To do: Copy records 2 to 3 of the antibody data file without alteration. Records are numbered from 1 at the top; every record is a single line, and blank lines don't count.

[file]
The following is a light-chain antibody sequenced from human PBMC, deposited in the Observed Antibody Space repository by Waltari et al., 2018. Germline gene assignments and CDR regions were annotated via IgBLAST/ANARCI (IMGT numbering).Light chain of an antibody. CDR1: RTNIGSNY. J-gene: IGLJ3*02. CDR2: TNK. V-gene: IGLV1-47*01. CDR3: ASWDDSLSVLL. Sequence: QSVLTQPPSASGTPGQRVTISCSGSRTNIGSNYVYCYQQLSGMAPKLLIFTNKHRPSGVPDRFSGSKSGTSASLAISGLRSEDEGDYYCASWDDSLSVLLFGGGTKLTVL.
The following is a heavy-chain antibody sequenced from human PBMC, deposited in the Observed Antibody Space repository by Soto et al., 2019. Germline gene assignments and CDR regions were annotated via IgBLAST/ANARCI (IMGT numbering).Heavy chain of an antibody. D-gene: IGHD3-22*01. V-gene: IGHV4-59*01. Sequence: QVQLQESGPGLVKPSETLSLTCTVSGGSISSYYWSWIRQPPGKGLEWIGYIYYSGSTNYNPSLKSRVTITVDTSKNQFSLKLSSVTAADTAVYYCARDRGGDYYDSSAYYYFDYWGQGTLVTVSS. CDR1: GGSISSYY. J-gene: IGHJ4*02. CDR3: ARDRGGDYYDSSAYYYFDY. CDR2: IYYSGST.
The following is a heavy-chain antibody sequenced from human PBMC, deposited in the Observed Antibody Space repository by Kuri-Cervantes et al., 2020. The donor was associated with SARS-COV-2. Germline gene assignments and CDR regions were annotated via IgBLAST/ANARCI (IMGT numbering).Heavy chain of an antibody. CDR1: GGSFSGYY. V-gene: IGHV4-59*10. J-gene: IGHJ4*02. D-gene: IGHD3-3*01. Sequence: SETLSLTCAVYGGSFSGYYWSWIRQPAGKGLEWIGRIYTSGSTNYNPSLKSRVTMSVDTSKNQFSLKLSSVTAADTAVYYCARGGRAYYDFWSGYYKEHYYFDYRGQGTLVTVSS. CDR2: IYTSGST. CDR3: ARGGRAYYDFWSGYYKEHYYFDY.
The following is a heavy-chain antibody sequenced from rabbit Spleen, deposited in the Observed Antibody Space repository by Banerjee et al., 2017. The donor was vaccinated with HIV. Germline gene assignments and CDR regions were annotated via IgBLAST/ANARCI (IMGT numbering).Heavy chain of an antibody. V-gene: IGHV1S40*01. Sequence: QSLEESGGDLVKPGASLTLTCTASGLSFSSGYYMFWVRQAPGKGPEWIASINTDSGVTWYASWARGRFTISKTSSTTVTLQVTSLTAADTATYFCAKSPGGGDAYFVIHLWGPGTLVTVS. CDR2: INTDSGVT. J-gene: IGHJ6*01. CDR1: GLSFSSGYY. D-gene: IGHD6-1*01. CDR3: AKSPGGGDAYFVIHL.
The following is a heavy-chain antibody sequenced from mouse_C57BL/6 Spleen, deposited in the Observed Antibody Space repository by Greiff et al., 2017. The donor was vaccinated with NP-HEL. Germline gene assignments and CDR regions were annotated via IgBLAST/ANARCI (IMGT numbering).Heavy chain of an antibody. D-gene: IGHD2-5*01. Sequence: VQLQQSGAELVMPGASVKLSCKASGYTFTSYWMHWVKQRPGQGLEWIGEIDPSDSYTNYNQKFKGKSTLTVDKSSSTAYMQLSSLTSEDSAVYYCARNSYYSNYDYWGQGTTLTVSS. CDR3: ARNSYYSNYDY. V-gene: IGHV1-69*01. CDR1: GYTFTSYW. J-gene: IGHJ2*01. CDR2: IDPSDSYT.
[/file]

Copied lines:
The following is a heavy-chain antibody sequenced from human PBMC, deposited in the Observed Antibody Space repository by Soto et al., 2019. Germline gene assignments and CDR regions were annotated via IgBLAST/ANARCI (IMGT numbering).Heavy chain of an antibody. D-gene: IGHD3-22*01. V-gene: IGHV4-59*01. Sequence: QVQLQESGPGLVKPSETLSLTCTVSGGSISSYYWSWIRQPPGKGLEWIGYIYYSGSTNYNPSLKSRVTITVDTSKNQFSLKLSSVTAADTAVYYCARDRGGDYYDSSAYYYFDYWGQGTLVTVSS. CDR1: GGSISSYY. J-gene: IGHJ4*02. CDR3: ARDRGGDYYDSSAYYYFDY. CDR2: IYYSGST.
The following is a heavy-chain antibody sequenced from human PBMC, deposited in the Observed Antibody Space repository by Kuri-Cervantes et al., 2020. The donor was associated with SARS-COV-2. Germline gene assignments and CDR regions were annotated via IgBLAST/ANARCI (IMGT numbering).Heavy chain of an antibody. CDR1: GGSFSGYY. V-gene: IGHV4-59*10. J-gene: IGHJ4*02. D-gene: IGHD3-3*01. Sequence: SETLSLTCAVYGGSFSGYYWSWIRQPAGKGLEWIGRIYTSGSTNYNPSLKSRVTMSVDTSKNQFSLKLSSVTAADTAVYYCARGGRAYYDFWSGYYKEHYYFDYRGQGTLVTVSS. CDR2: IYTSGST. CDR3: ARGGRAYYDFWSGYYKEHYYFDY.